SUNY-ESF works to create a college-wide diversity plan based on community input
Kali Bowden | Staff Photographer
SUNY-ESF will implement its new Inclusion, Diversity and Equity Strategic Plan starting this upcoming Tuesday.
In early May 2016, the State University of New York system released that all of its schools would be required to have a diversity plan. But the SUNY College of Environmental Science and Forestry had been discussing creating a college-wide plan since August last year. The Inclusion, Diversity, Equity (IDE) Committee had its first meeting on April 1.
Scott Blair, head of the committee, assumed the role of director of student diversity and inclusion initiatives and coordinator of institutional diversity and inclusion in 2015.
“We’ve had substantial conversations on campus over the last couple semesters and we wanted to make a difference and really start to elevate this on an institutional level,” Blair said. “SUNY’s really paving an awesome path in this work nationally so it’s really great to be a part of that.”
The plan starts out with a brief history of previous diversity initiatives at SUNY-ESF. It goes on to list eight goals for diversity on campus and strategies to make sure they happen. The plan also discusses methods for assessing the goals.
The goals SUNY-ESF has laid out in its plan include:
- Defining and integrating inclusion, diversity and equity at SUNY-ESF
- Creating accountability and visibility of diversity, equity and inclusion at the college
- Integrating inclusion, diversity and equity into the education and research done by faculty, staff and students alike
- Developing inclusive recruitment and retention strategies for SUNY-ESF students, faculty, staff and administrators
- Increasing the accessibility of SUNY-ESF to people in and outside of the college
- Increasing inclusion, diversity and equity at SUNY-ESF with the support and involvement of the school’s alumni
- Increasing the inclusion, diversity and equity of international students at SUNY-ESF
“When it comes to the development of the plan, the goals and strategies section is so important because that’s the section of the plan that truly speaks to this is what the college needs to do and this is how we’re going to do it,” Blair said.
The framework of the plan is based on both a guide from SUNY and diversity plans from other schools including Pennsylvania State University and Michigan State University, Blair said. He attended a conference in May 2015 where Penn State representatives presented their plan, and brought that information back to SUNY-ESF where they began having conversations regarding their own plan.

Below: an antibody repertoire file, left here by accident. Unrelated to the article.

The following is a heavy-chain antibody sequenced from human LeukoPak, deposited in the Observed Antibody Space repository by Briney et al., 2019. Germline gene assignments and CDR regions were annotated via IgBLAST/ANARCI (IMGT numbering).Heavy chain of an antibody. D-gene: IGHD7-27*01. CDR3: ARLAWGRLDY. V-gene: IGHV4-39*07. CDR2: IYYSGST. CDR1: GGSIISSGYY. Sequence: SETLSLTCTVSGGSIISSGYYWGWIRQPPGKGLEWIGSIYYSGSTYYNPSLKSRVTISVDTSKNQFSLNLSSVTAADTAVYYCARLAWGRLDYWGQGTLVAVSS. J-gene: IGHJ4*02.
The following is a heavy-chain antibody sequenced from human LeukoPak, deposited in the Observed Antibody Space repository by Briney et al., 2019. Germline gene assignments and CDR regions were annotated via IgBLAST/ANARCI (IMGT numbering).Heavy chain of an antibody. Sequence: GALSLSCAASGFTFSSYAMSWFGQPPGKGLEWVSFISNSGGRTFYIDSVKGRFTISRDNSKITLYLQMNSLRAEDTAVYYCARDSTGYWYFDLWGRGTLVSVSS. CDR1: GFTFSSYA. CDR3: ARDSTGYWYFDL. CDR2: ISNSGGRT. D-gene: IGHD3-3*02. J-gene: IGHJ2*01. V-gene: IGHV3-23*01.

Blair said faculty and students have been enthusiastic about the whole process. In September, the committee hosted open listening sessions where members of the ESF community could share what they wanted to see in a diversity and inclusion plan.
“This wouldn’t be successful without the community and we’ve had awesome community engagement over the last two months,” Blair said.
Samantha McVey, a junior environmental science major at SUNY-ESF, represents the college in a student committee of all SUNY schools and has been active in the creation of the plan.
“I work as an RA and when I would hear students complaining about what was happening in class I knew we had to do something about it,” McVey said.
By August 2017, SUNY-ESF will have a full-time chief diversity officer, which SUNY has also mandated. There is no official job description yet, but the officer will help with assessing the plan’s strengths and weaknesses and diversity-related training for students and faculty, Blair said. Although some mandatory training sessions already exist, the plan will ensure they happen more often.
“This will help us bring an underlying issue out into the spotlight so that we can constructively fix it together,” said Michael Klaczko, a sophomore chemistry major, director of association affairs in the Undergraduate Student Association and member of the IDE Committee. “Along with that I think other visible changes will be ones that have to do with the curriculum as well as with faculty and staff training around the issue.”
The plan will be sent to SUNY on Nov. 1, but the committee will continue to make changes if the community says they are needed so the plan can be as representative and supportive of the student body as much as possible.
“I think that there’s a spirit that already exists at ESF but again it’s reframing it and kind of redirecting it and particular aspects of it so that we can be even more inclusive,” Blair said.
Published on October 30, 2016 at 9:29 pm
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